NASA’s Kepler space telescope, launched in March and returning data since June, gets star billing on “Alien Earths” premiering on the National Geographic Channel tomorrow night at 9 PM Eastern and Pacific time.

Launch footage, animation of the probe in operation as it trails the Earth in a solar orbit, and speculation from researchers about what it will discover bracket an engaging program on the search for extrasolar planets similar enough to Earth to perhaps support life.

The search centers on planets in the so-called Goldilocks zone around stars where conditions are neither too cold nor too hot to sustain life–perhaps not life as we know it, but life nevertheless. To date, gas giants, like Jupiter, have been the focus of the search for extrasolar planets because their large size renders them detectable by ground-based telescopes, mainly via the wobbling they produce in their parent stars.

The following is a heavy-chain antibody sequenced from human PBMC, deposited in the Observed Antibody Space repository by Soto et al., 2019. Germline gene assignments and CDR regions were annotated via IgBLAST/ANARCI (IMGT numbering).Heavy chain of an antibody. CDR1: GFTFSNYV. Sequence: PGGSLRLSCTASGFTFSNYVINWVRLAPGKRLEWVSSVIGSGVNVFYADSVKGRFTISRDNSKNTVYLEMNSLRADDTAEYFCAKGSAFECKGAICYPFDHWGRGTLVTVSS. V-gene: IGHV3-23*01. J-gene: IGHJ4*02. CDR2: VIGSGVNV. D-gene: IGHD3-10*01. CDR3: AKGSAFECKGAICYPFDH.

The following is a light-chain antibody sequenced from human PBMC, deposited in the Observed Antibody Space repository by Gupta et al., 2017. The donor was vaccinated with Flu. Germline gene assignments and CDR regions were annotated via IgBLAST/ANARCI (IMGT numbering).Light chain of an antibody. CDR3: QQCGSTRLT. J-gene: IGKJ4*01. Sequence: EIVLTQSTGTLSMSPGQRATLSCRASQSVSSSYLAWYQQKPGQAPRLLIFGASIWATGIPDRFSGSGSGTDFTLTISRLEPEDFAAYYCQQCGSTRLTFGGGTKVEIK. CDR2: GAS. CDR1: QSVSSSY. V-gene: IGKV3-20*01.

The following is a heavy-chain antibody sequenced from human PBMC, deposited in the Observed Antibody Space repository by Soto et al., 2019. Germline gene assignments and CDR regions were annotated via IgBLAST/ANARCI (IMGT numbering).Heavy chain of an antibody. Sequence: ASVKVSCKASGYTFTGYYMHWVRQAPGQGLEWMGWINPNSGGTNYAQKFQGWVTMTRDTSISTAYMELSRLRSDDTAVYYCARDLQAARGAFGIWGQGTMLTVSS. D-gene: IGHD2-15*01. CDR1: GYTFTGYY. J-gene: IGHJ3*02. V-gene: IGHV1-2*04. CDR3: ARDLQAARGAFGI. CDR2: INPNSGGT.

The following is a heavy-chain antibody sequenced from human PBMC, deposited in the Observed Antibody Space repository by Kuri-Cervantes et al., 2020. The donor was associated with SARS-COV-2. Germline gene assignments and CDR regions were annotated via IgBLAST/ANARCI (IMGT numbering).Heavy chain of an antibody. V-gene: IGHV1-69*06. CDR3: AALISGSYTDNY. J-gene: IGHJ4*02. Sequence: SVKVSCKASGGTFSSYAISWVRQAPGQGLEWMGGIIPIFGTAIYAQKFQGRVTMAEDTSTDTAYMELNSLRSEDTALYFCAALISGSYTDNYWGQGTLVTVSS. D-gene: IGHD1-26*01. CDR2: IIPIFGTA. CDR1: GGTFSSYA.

But the new, space-based telescope should be able to find rocky planets the size of Earth by monitoring the changes in luminosity in stars within its 100,000-star field of view as planets transit in front of them. This is a chore akin to detecting the flickering of a searchlight caused by a moth flying past, according to one of the researchers interviewed in the program.

Another researcher speculates that every star in the galaxy may well host at least one Earth-like planet, which would yield 400 billion such planets all together. Researchers expect Kepler to find at least 50 of them.

It would be an astonishing achievement bringing us one step closer to discovering that we are not alone in the universe, which is why I’m nominating Kepler for this year’s Best of What’s New issue of Popular Science.